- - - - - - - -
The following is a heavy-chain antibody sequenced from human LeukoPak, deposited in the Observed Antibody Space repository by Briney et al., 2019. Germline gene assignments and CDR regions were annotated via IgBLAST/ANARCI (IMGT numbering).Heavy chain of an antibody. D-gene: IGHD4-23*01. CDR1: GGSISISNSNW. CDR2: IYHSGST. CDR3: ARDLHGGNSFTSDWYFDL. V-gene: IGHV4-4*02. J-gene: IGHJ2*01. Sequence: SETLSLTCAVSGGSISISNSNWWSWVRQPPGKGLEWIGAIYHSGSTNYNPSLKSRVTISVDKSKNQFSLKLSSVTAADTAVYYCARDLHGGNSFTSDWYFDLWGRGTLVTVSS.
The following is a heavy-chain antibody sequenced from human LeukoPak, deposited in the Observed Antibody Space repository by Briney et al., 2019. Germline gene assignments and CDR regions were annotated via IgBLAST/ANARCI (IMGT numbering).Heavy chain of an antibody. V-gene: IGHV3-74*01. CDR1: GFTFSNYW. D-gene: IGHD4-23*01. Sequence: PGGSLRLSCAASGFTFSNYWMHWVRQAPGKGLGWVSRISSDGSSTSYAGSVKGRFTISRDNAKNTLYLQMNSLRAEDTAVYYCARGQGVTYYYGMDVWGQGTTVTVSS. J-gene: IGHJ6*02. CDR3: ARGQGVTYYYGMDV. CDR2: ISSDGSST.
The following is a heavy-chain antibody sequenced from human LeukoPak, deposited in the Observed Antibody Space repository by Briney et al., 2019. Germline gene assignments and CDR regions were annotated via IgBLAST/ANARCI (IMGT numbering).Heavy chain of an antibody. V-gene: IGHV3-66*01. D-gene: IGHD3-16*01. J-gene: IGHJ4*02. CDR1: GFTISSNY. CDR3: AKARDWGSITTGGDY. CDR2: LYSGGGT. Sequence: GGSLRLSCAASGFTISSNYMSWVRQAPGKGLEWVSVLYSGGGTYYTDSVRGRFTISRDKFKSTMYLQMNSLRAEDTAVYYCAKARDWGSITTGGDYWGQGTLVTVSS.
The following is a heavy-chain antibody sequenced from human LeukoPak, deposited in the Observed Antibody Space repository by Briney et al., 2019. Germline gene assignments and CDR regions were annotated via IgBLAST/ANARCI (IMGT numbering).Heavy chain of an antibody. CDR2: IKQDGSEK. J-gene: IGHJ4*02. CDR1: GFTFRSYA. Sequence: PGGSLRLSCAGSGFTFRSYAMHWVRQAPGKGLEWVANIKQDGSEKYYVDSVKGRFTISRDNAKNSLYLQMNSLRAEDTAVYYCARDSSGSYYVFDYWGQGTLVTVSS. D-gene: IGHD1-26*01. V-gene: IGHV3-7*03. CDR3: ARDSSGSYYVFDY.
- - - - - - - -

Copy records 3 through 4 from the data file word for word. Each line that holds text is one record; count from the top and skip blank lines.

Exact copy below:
The following is a heavy-chain antibody sequenced from human LeukoPak, deposited in the Observed Antibody Space repository by Briney et al., 2019. Germline gene assignments and CDR regions were annotated via IgBLAST/ANARCI (IMGT numbering).Heavy chain of an antibody. V-gene: IGHV3-66*01. D-gene: IGHD3-16*01. J-gene: IGHJ4*02. CDR1: GFTISSNY. CDR3: AKARDWGSITTGGDY. CDR2: LYSGGGT. Sequence: GGSLRLSCAASGFTISSNYMSWVRQAPGKGLEWVSVLYSGGGTYYTDSVRGRFTISRDKFKSTMYLQMNSLRAEDTAVYYCAKARDWGSITTGGDYWGQGTLVTVSS.
The following is a heavy-chain antibody sequenced from human LeukoPak, deposited in the Observed Antibody Space repository by Briney et al., 2019. Germline gene assignments and CDR regions were annotated via IgBLAST/ANARCI (IMGT numbering).Heavy chain of an antibody. CDR2: IKQDGSEK. J-gene: IGHJ4*02. CDR1: GFTFRSYA. Sequence: PGGSLRLSCAGSGFTFRSYAMHWVRQAPGKGLEWVANIKQDGSEKYYVDSVKGRFTISRDNAKNSLYLQMNSLRAEDTAVYYCARDSSGSYYVFDYWGQGTLVTVSS. D-gene: IGHD1-26*01. V-gene: IGHV3-7*03. CDR3: ARDSSGSYYVFDY.